Sobriety checkpoints are conducted by the police in order to catch those who are driving under the influence of alcohol and/or drugs on public streets and roadways. California DUI law outlines specific guidelines that govern the operation of sobriety checkpoints. First off, the public must receive advance notice of when a sobriety checkpoint is going to be set up by command law enforcement officers. This notice is typically given by the placing of a notice in a local newspaper. Secondly, the police must follow what is considered to be a “neutral mathematical formula” when selecting which vehicles to stop. Additionally, the sobriety checkpoints must be safely maintained and highly visible, and the average time each motorist is detained must be minimized.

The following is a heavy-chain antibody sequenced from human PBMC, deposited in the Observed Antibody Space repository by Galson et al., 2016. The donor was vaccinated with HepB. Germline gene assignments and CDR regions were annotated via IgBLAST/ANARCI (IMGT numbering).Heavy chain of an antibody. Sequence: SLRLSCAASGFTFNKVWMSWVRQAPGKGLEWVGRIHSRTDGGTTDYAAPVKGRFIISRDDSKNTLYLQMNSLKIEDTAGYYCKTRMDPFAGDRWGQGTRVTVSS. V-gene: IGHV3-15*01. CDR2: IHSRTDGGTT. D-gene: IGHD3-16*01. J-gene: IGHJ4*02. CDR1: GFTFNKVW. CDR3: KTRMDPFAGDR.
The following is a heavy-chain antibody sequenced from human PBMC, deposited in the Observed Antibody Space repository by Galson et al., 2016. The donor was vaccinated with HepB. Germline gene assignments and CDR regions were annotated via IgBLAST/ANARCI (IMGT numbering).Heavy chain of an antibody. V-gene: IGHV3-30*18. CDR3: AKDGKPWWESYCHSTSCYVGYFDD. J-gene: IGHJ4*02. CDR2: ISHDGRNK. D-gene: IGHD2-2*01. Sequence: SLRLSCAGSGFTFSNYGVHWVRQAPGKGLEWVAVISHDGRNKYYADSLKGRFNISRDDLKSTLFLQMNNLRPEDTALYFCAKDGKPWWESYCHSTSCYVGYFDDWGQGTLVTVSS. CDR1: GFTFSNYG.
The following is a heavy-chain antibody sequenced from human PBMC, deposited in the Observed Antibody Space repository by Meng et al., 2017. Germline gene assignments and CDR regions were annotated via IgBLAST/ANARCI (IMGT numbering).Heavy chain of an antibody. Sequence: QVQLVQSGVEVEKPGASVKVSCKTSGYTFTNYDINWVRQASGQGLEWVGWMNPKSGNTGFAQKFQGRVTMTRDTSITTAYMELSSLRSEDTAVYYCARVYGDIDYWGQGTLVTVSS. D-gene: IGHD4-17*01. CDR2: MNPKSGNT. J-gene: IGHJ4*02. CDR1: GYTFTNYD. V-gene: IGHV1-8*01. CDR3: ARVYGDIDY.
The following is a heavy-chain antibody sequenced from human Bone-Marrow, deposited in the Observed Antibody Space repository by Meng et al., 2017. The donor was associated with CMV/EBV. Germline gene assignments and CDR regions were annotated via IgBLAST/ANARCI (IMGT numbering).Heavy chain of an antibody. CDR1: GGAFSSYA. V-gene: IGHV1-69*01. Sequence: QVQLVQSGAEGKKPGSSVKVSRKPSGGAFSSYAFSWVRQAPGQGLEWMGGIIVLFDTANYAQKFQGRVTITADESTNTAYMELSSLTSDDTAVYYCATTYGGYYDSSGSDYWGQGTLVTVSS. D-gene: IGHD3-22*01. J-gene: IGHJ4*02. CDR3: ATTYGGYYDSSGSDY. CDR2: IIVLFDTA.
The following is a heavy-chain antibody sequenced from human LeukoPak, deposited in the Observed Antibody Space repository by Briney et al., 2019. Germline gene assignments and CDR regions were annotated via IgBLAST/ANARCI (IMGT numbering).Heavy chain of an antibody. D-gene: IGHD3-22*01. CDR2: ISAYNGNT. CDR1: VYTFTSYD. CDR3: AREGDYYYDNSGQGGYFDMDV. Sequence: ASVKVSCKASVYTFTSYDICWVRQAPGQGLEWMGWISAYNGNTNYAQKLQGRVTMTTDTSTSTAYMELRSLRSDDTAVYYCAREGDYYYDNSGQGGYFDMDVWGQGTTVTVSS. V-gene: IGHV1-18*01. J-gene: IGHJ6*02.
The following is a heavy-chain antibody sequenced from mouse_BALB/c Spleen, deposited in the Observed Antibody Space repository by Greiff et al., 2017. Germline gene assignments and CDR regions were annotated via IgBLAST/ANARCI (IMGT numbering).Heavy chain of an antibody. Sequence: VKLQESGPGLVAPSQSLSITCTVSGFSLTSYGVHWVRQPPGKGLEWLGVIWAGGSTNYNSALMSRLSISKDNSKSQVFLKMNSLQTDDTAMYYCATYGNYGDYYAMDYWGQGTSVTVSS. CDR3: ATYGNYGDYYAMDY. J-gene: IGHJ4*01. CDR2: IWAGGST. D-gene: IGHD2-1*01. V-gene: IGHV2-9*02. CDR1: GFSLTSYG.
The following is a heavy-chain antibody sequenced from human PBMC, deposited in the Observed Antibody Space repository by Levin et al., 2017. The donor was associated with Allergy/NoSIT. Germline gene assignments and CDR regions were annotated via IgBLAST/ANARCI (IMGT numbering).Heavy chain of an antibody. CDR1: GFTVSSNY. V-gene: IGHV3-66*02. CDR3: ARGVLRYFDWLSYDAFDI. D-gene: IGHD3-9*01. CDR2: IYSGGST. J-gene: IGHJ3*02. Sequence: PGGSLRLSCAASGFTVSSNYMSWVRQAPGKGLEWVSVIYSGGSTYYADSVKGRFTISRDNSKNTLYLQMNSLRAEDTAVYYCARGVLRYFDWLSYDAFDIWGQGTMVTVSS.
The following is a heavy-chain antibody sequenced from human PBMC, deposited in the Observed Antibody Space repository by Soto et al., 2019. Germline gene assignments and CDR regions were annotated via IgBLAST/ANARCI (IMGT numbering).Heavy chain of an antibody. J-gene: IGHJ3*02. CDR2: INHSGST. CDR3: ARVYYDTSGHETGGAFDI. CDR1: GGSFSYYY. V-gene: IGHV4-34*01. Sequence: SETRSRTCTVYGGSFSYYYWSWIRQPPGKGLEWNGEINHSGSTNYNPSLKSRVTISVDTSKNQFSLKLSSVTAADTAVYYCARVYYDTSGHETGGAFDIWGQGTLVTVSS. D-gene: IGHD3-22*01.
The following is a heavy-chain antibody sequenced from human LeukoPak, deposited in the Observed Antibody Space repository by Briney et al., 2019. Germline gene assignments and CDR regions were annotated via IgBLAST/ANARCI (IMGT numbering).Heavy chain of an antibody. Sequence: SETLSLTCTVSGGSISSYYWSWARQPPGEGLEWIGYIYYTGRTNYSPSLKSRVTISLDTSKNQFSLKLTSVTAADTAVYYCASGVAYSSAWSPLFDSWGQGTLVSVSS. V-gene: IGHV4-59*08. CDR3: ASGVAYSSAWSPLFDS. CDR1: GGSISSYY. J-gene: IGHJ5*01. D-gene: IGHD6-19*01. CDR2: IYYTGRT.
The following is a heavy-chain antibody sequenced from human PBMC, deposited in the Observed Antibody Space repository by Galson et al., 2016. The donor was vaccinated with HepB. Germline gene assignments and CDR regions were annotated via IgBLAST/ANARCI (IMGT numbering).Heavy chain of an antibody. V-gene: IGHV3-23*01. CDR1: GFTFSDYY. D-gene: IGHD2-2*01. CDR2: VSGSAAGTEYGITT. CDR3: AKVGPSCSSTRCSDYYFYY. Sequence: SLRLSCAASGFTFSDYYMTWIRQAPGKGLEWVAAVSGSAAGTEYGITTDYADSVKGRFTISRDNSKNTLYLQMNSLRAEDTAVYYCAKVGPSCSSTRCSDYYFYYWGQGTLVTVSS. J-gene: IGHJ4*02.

Every driver stopped should only be detained long enough for the police officer to speak with the person briefly and look for any signs of intoxication, such as slurred speech, glassy or bloodshot eyes, or alcohol odor. If the driver does not exhibit any such signs, he or she should be permitted to move on without further delay. If, however, the officer does observe any signs of possible impairment, then the police officer has the right to have the driver move to a separate area for field sobriety testing. At that point, a driving under the influence (DUI) investigation will begin.
The courts have held that stopping a vehicle at a sobriety checkpoint/roadblock does constitute a “seizure” under the Fourth Amendment. It has been noted that a seizure under the Fourth Amendment occurs “when there is a governmental termination of freedom of movement through means intentionally applied.” The key issue here is “reasonableness,” and it should be noted that not all roadblocks violate this Fourth Amendment right. However, it certainly opens the door for evidence suppression for California DUI/DWI attorneys.